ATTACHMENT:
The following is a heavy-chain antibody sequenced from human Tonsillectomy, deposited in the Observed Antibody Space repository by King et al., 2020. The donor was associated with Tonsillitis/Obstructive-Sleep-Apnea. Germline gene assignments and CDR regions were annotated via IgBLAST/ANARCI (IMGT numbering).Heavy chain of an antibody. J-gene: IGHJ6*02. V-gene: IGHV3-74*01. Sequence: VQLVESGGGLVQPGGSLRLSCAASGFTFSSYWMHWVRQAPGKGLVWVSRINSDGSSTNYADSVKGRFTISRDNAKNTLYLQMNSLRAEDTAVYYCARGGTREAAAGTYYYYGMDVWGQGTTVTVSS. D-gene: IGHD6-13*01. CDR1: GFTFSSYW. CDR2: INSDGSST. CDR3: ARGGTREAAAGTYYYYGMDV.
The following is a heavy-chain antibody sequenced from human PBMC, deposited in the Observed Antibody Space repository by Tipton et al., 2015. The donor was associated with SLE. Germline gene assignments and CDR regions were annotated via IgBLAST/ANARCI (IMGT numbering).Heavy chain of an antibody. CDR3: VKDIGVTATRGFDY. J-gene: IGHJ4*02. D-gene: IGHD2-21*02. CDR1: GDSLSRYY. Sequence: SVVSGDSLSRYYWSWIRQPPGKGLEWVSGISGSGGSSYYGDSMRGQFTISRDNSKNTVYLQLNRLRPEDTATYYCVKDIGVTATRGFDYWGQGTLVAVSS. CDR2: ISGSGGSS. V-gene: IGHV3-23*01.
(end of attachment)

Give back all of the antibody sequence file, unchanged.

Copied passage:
The following is a heavy-chain antibody sequenced from human Tonsillectomy, deposited in the Observed Antibody Space repository by King et al., 2020. The donor was associated with Tonsillitis/Obstructive-Sleep-Apnea. Germline gene assignments and CDR regions were annotated via IgBLAST/ANARCI (IMGT numbering).Heavy chain of an antibody. J-gene: IGHJ6*02. V-gene: IGHV3-74*01. Sequence: VQLVESGGGLVQPGGSLRLSCAASGFTFSSYWMHWVRQAPGKGLVWVSRINSDGSSTNYADSVKGRFTISRDNAKNTLYLQMNSLRAEDTAVYYCARGGTREAAAGTYYYYGMDVWGQGTTVTVSS. D-gene: IGHD6-13*01. CDR1: GFTFSSYW. CDR2: INSDGSST. CDR3: ARGGTREAAAGTYYYYGMDV.
The following is a heavy-chain antibody sequenced from human PBMC, deposited in the Observed Antibody Space repository by Tipton et al., 2015. The donor was associated with SLE. Germline gene assignments and CDR regions were annotated via IgBLAST/ANARCI (IMGT numbering).Heavy chain of an antibody. CDR3: VKDIGVTATRGFDY. J-gene: IGHJ4*02. D-gene: IGHD2-21*02. CDR1: GDSLSRYY. Sequence: SVVSGDSLSRYYWSWIRQPPGKGLEWVSGISGSGGSSYYGDSMRGQFTISRDNSKNTVYLQLNRLRPEDTATYYCVKDIGVTATRGFDYWGQGTLVAVSS. CDR2: ISGSGGSS. V-gene: IGHV3-23*01.